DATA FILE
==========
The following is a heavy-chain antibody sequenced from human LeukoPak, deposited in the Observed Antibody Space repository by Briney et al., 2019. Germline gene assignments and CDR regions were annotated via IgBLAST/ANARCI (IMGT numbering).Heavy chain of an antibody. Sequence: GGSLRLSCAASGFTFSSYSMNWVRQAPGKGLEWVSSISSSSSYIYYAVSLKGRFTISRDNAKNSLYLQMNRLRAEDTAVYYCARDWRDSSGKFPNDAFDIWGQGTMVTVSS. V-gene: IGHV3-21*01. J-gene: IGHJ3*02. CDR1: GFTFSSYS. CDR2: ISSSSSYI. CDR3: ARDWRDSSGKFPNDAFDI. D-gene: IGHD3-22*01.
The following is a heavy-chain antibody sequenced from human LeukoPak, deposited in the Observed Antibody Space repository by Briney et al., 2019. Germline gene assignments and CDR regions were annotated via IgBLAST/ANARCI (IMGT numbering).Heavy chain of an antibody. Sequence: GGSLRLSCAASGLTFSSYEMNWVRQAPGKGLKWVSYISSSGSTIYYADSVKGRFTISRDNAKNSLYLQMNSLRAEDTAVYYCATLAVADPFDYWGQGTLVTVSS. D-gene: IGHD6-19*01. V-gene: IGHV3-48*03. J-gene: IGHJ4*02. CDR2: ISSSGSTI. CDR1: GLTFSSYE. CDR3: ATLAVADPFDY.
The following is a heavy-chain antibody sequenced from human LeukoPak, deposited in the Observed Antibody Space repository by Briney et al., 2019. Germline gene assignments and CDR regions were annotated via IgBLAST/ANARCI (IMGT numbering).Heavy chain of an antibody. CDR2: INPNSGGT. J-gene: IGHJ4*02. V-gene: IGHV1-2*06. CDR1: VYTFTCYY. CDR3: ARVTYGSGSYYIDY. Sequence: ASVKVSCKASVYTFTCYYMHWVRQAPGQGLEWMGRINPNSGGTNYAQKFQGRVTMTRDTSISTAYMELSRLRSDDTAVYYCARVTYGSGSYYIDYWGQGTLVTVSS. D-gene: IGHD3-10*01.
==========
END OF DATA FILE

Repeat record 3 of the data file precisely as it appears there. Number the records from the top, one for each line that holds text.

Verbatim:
The following is a heavy-chain antibody sequenced from human LeukoPak, deposited in the Observed Antibody Space repository by Briney et al., 2019. Germline gene assignments and CDR regions were annotated via IgBLAST/ANARCI (IMGT numbering).Heavy chain of an antibody. CDR2: INPNSGGT. J-gene: IGHJ4*02. V-gene: IGHV1-2*06. CDR1: VYTFTCYY. CDR3: ARVTYGSGSYYIDY. Sequence: ASVKVSCKASVYTFTCYYMHWVRQAPGQGLEWMGRINPNSGGTNYAQKFQGRVTMTRDTSISTAYMELSRLRSDDTAVYYCARVTYGSGSYYIDYWGQGTLVTVSS. D-gene: IGHD3-10*01.